A clinical trial of cyclosporine in patients with steroid-resistant membranous nephropathy (MGN) was conducted. Although MGN remains the most common cause of adult-onset nephrotic syndrome, its management is still controversial. Cyclosporine has been shown to be effective in cases of progressive MGN, but it has not been used in controlled studies at an early stage of the disease. We conducted a randomized trial in 51 biopsy-proven idiopathic MGN patients with nephrotic-range proteinuria comparing 26 weeks of cyclosporine treatment plus low-dose prednisone to placebo plus prednisone. All patients were followed for an average of 78 weeks, and the short- and long-term effects on renal function were assessed. Seventy-five percent of the treatment group versus 22% of the control group (P < 0.001) had a partial or complete remission of their proteinuria by 26 weeks. Relapse occurred in 43% (N = 9) of the cyclosporine remission group and 40% (N = 2) of the placebo group by week 52. The fraction of the total population in remission then remained almost unchanged and significant different between the groups until the end of the study (cyclosporine 39%, placebo 13%, P = 0.007). Renal function was unchanged and equal in the two groups over the test medication period. In the subsequent follow-up, renal insufficiency, defined as doubling of baseline creatinine, was seen in two patients in each group, but remained equal and stable in all of the other patients. This study suggests that cyclosporine is an effective therapeutic agent in the treatment of steroid-resistant cases of MGN. Although a high relapse does occur, 39% of the treated patients remained in remission and were subnephrotic for at least one-year post-treatment, with no adverse effect on filtration function.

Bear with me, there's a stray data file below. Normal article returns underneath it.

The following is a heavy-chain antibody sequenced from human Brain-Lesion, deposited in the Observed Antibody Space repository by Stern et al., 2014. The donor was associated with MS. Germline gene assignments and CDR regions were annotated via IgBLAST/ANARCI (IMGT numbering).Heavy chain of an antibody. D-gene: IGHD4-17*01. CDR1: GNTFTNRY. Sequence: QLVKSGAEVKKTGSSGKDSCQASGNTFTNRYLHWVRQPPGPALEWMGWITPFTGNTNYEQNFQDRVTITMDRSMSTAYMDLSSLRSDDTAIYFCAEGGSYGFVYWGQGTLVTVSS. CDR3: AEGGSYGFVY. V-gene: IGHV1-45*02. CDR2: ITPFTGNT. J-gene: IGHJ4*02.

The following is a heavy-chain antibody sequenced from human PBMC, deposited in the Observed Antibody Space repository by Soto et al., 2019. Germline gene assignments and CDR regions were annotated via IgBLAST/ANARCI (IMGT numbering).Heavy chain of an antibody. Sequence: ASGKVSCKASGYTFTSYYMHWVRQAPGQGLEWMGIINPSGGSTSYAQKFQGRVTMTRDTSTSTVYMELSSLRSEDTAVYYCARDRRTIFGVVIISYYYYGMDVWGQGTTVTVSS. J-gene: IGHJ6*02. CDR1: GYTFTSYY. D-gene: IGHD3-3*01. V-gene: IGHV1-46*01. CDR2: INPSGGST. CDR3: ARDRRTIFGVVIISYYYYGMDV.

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            Idiopathic membranous glomerulonephritis.

             D Cattran (2001)
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              Induction and long-term treatment with cyclosporine in membranous nephropathy with the nephrotic syndrome.